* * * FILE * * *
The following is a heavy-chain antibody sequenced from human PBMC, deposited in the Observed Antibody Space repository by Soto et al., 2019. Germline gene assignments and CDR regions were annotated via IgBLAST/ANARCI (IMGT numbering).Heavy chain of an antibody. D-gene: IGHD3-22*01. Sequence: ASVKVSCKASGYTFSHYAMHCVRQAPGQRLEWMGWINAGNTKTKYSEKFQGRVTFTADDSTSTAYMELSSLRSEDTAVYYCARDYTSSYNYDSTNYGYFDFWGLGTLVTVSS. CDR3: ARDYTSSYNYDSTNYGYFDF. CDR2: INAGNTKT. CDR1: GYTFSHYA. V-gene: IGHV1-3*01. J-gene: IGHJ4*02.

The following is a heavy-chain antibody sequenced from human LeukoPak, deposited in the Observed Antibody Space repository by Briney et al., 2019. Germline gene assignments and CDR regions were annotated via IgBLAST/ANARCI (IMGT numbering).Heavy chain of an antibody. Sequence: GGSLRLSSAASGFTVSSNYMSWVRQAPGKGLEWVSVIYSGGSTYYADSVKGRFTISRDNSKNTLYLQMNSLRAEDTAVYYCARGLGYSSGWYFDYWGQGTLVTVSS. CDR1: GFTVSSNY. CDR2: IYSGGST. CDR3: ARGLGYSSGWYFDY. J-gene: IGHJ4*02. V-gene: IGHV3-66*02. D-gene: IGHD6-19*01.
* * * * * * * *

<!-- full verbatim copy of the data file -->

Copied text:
The following is a heavy-chain antibody sequenced from human PBMC, deposited in the Observed Antibody Space repository by Soto et al., 2019. Germline gene assignments and CDR regions were annotated via IgBLAST/ANARCI (IMGT numbering).Heavy chain of an antibody. D-gene: IGHD3-22*01. Sequence: ASVKVSCKASGYTFSHYAMHCVRQAPGQRLEWMGWINAGNTKTKYSEKFQGRVTFTADDSTSTAYMELSSLRSEDTAVYYCARDYTSSYNYDSTNYGYFDFWGLGTLVTVSS. CDR3: ARDYTSSYNYDSTNYGYFDF. CDR2: INAGNTKT. CDR1: GYTFSHYA. V-gene: IGHV1-3*01. J-gene: IGHJ4*02.

The following is a heavy-chain antibody sequenced from human LeukoPak, deposited in the Observed Antibody Space repository by Briney et al., 2019. Germline gene assignments and CDR regions were annotated via IgBLAST/ANARCI (IMGT numbering).Heavy chain of an antibody. Sequence: GGSLRLSSAASGFTVSSNYMSWVRQAPGKGLEWVSVIYSGGSTYYADSVKGRFTISRDNSKNTLYLQMNSLRAEDTAVYYCARGLGYSSGWYFDYWGQGTLVTVSS. CDR1: GFTVSSNY. CDR2: IYSGGST. CDR3: ARGLGYSSGWYFDY. J-gene: IGHJ4*02. V-gene: IGHV3-66*02. D-gene: IGHD6-19*01.